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Undated comment[edit]

"always contain only obtuse (vice, acute) angles." What does the stuff in the parentheses mean?

Opening sentence clarification[edit]

The phrase "an enclosed defensive emplacement outside a larger fort" was unclear to me. At first I thought the word 'larger' was a typo, as the fort couldn't be larger than the wall surrounding it. But perhaps this means there is a 'main' fort, with various outlying redoubts.

Someone else should edit the page, as I don't know enough about the material. I could suggest lines like: "surrounding a fort" or "a short distance from a larger fort"

Other than that, I found the article clear and informative. Tim Coahran (talk) 17:59, 17 March 2009 (UTC)

redoubt vs revetment[edit]

What Hamilton attacked at Yorktown was closer to a revetment than a redoubt. If you have ever seen "The Last Revetment" as Hamilton called it, it is not very large. You could walk from one end to the other in just over a minute. A Redoubt is large and protects a central structure or fortification. A Revetment protects soldiers from explosives or artillery fire. That makes Hamilton's "Last Revetment" just what he termed it. —Preceding unsigned comment added by Devildave (talkcontribs) 16:32, 17 May 2011 (UTC)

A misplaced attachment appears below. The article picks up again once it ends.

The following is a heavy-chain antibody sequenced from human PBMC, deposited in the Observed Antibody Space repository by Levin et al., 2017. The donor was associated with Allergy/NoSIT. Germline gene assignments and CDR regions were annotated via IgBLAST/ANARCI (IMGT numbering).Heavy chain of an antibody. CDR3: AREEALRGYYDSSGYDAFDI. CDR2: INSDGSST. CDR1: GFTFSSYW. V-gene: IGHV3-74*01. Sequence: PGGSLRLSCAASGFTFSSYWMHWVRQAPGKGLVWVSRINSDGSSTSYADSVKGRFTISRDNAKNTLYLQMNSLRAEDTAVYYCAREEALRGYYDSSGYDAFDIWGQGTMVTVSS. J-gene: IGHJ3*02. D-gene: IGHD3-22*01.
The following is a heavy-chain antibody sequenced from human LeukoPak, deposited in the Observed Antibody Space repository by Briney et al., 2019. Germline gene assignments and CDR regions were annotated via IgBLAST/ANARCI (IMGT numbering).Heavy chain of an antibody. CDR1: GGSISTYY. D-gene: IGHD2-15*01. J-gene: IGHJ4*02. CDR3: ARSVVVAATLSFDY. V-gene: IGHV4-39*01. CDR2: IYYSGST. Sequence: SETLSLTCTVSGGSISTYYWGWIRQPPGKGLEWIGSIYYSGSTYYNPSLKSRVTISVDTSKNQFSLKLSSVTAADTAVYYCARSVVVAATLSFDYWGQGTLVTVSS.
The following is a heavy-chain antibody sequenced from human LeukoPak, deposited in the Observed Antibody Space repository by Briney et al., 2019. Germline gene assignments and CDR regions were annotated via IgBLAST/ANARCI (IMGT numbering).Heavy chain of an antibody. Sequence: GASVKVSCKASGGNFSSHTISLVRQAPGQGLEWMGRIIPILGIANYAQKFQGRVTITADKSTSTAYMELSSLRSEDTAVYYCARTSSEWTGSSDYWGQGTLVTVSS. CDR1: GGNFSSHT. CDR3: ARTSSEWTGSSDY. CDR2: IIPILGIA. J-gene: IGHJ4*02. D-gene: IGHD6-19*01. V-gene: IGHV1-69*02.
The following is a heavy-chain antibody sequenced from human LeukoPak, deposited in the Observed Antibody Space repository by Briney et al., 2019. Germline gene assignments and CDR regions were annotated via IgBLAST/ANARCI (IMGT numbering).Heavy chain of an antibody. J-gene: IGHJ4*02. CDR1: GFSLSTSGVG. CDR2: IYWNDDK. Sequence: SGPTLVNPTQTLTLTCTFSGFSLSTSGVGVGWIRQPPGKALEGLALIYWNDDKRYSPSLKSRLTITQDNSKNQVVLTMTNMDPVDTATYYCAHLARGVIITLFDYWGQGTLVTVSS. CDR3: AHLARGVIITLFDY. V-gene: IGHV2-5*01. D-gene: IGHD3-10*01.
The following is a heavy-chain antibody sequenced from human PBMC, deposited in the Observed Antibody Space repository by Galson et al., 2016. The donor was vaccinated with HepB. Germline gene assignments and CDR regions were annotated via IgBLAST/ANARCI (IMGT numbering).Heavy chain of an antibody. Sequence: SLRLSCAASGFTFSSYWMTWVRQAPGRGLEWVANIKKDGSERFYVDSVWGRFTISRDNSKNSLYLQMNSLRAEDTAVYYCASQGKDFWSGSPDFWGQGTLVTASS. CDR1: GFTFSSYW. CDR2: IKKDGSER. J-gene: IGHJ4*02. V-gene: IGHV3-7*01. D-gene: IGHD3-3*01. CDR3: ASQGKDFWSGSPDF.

A look at sources shows no clear distinction between reduit and redoubt. They are synonymous. Srnec (talk) 21:48, 24 March 2012 (UTC)

No they're not :) Redoubt is a type of fortification - this term means that the building has been built in a specific way (redoubt is prepared for defense in siege, has emplacements etc.). But if a fortification is a reduit, it's because of its role within the whole fort. Reduit is the central building of the fort, its last stand. Like donjon in a medieval castle. It may be a redoubt, a blockhause - it doesn't matter. It matter only that it's the central building, or, like the Germans say - Kernwerk. Bartex77 (talk) 15:57, 6 June 2012 (UTC)
A redoubt is typically an outlying fortification. A reduit is a citadel. -- PBS (talk) 10:20, 30 November 2012 (UTC)

Can someone add in origin of word.[edit]

Does it come from Italian or Occitan. — Preceding unsigned comment added by (talk) 13:03, 7 May 2014 (UTC)

Most definitly from French, like 80% of military terms in English — Preceding unsigned comment added by 2A01:CB1C:817A:9700:96C:3DEB:5ED:4077 (talk) 07:32, 23 June 2016 (UTC)